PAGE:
I felt a sense of disgust at Politicians at the top of the hierarchy who were unaware of the disastrous effect on the people they were supposed to be looking out for. What was more aggravating was that it is the same elite, who come from a specific section of society, who have never come into contact with people such as these in order to truly see the effect of their own political decisions from the roots. There are politicians who work in their field in order to create their own personal brand of superiority and power. On the other hand there are real politicians who carry their people’s interests in their heart, and give a voice to the neglected. They strive to make life better for every section of society. It is so easy for people to become unheard and meaningless. At the same time, it is so easy for those in better standards of living to put our fingers in our ears and brush away the harsh realities those below us are experiencing. I left my work experience coming out with more than just a career benefit. Those two weeks gave me a feeling of thankfulness for everything I had, and a sense of urgency to pursue my career in the political arena in order to do what I can to help people just like the ones I had come across.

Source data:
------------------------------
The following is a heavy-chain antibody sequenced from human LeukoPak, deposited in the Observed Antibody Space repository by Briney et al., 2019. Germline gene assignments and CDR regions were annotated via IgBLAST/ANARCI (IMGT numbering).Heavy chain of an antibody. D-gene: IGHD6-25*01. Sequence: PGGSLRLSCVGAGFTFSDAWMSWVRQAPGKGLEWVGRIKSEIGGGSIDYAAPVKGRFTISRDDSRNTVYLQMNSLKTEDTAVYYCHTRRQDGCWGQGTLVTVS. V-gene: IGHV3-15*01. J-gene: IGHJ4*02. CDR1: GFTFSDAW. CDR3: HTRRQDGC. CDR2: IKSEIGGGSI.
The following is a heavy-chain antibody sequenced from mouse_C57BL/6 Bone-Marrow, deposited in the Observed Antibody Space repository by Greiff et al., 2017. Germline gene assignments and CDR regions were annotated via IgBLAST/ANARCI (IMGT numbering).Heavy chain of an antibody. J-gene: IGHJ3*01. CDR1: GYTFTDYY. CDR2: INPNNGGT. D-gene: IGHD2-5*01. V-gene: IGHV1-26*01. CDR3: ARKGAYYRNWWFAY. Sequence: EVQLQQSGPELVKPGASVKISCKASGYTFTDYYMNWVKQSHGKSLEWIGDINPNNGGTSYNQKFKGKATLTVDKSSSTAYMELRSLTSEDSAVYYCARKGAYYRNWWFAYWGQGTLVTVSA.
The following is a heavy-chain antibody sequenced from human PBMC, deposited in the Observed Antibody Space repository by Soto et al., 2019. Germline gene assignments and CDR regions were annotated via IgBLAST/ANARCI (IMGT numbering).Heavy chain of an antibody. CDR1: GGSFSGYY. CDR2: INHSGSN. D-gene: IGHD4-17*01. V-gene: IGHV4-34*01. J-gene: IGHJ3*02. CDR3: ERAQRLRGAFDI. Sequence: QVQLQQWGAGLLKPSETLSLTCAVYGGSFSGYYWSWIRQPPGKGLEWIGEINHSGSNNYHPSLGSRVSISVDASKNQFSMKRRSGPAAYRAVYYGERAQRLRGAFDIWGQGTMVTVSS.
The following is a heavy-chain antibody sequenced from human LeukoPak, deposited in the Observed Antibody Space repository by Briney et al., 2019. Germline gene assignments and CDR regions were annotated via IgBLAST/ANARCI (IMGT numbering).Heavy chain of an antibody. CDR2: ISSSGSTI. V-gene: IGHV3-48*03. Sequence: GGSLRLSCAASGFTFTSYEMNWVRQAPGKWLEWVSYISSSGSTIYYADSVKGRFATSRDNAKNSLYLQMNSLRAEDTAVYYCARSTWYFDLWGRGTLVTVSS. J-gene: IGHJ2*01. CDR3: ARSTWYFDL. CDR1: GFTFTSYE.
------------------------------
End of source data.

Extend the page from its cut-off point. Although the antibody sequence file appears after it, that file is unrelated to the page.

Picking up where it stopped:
What attracts me to politics? Is it the power, the corruption, the salary or the other appealing benefits? No, I grew up believing politics is the where decisions were made to improve people, your area, your nation, and the world. In order to improve in life, you need to aim for the top, yet keep an eye on the bottom. Whether you’re interested in politics, science, or the arts, take yourself out of your comfort zone and take as much out of life as you can, be it good or bad. It is moments like these which will shape who you become as a person.